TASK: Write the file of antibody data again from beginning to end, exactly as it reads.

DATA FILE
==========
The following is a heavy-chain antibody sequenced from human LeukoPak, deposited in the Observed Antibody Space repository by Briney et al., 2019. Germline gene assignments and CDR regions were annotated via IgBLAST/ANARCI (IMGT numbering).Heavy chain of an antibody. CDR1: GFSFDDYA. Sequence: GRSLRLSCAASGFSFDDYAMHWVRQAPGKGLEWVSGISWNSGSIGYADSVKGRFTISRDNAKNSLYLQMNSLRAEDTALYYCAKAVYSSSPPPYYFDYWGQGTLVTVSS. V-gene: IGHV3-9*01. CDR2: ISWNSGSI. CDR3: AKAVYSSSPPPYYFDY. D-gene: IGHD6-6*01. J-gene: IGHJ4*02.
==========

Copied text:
The following is a heavy-chain antibody sequenced from human LeukoPak, deposited in the Observed Antibody Space repository by Briney et al., 2019. Germline gene assignments and CDR regions were annotated via IgBLAST/ANARCI (IMGT numbering).Heavy chain of an antibody. CDR1: GFSFDDYA. Sequence: GRSLRLSCAASGFSFDDYAMHWVRQAPGKGLEWVSGISWNSGSIGYADSVKGRFTISRDNAKNSLYLQMNSLRAEDTALYYCAKAVYSSSPPPYYFDYWGQGTLVTVSS. V-gene: IGHV3-9*01. CDR2: ISWNSGSI. CDR3: AKAVYSSSPPPYYFDY. D-gene: IGHD6-6*01. J-gene: IGHJ4*02.